Never underestimate the passion of a programmer and true geek at heart. That's the lesson to take away from today's story of little Julia, a 12-year-old girl who plays on her school's basketball and volleyball teams, is into swimming, and who recently spent an hour learning the fundamentals of CUDA
programming at the Supercomputing 13 conference in Denver, Colorado.
That's right, not all teens are simply content to sit back and play console games in their living rooms or tap away at their tablets as they fling pissed off birds across the display at thieving little pigs. Programming is alive and well, and people like Julia are proof positive of that. Once an aspiring architect, Julia now wants to be a computer programmer. Towards that end, she wants to build the ultimate Minecraft
server using NVIDIA's
"It was really fun," Julia told NVIDIA during a recent phone call. "It was one of my first programming classes, I actually did okay at it."
Obviously NVIDIA has a vested interest in these kinds of feel-good stories that feature the company's CUDA parallel programming platform, hence why the GPU maker dedicated a blog post to, but it doesn't detract from the level of awesome here. Would Julia be as into programming had NVIDIA not made its CUDA tool kit available to the public? It's hard to tell, but it's also a moot point because it is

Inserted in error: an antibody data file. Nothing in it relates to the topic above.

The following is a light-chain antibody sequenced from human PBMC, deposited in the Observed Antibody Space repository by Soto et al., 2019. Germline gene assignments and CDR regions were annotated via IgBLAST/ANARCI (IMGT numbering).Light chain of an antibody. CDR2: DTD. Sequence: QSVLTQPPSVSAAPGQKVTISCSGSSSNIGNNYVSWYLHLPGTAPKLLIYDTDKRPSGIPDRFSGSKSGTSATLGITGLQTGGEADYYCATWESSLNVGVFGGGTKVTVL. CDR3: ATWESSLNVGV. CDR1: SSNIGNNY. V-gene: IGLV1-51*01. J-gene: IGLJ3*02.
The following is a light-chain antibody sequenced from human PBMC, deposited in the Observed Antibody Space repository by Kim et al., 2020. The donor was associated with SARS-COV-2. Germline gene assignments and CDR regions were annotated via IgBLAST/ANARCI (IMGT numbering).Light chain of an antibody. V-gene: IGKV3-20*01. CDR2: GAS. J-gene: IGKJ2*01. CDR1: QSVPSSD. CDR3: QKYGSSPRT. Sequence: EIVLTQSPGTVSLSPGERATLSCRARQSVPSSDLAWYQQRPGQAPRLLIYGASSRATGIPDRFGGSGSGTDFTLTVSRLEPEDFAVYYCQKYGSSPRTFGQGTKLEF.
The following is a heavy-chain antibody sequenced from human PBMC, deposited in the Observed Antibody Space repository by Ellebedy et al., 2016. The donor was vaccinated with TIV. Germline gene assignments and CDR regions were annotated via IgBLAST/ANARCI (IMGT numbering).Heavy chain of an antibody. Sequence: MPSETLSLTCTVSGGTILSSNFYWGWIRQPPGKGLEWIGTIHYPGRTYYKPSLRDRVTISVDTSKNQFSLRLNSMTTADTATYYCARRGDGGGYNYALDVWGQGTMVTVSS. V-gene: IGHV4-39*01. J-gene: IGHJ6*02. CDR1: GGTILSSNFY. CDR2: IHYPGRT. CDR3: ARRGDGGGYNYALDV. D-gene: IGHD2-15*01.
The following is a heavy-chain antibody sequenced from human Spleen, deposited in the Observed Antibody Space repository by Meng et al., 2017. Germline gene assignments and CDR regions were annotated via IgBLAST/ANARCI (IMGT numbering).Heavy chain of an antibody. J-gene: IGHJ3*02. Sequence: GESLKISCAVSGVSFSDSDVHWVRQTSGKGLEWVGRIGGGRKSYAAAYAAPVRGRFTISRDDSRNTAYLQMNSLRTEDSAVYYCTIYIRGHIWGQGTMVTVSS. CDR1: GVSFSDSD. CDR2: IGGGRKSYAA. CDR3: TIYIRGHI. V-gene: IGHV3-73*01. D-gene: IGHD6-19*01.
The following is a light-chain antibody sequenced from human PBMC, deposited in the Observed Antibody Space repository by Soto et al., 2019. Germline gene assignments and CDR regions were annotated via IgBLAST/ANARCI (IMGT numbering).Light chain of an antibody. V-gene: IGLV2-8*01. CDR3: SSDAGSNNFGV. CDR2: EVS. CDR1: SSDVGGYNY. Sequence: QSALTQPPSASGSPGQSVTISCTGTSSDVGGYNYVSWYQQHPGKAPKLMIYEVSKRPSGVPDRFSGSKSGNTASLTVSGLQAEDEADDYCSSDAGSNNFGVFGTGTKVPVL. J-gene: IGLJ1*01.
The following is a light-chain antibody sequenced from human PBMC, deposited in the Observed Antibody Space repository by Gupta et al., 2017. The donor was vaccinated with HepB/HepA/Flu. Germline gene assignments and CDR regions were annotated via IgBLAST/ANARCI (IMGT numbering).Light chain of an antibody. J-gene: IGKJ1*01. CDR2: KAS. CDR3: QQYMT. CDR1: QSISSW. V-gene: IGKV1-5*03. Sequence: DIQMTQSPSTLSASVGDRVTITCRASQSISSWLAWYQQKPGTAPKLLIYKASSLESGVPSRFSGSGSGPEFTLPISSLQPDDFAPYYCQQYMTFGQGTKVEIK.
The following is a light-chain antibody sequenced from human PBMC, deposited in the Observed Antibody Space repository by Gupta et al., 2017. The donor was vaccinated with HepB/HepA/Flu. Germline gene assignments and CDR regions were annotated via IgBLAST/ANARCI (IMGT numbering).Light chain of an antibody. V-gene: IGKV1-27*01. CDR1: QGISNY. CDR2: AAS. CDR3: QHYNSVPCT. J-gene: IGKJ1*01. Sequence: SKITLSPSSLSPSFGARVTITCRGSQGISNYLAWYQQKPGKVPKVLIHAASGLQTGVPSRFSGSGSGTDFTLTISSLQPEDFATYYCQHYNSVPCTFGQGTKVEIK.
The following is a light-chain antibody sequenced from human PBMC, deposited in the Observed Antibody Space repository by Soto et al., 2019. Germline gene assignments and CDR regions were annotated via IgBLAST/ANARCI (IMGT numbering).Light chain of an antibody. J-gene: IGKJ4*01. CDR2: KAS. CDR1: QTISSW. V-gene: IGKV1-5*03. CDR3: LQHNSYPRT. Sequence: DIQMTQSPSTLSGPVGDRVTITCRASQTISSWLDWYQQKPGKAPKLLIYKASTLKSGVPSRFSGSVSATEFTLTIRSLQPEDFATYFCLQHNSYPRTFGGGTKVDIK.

available, and it's been downloaded by 2 million people. Over 18,000 professionals brag about knowing CUDA on their LinkedIn profiles.
There's also a family element to this story. Julia's been bitten by the programming bug, and now that she has it, she's started working with her dad, John Ashely, a post-doctoral fellow at the University of Colorado in Boulder, to create code that will accelerate the open-source code that powers the servers used to host Minecraft, NVIDIA says.
"It’s really addicting. It teaches you about architecture, about gravity, about a lot of things," Julia says about Minecraft.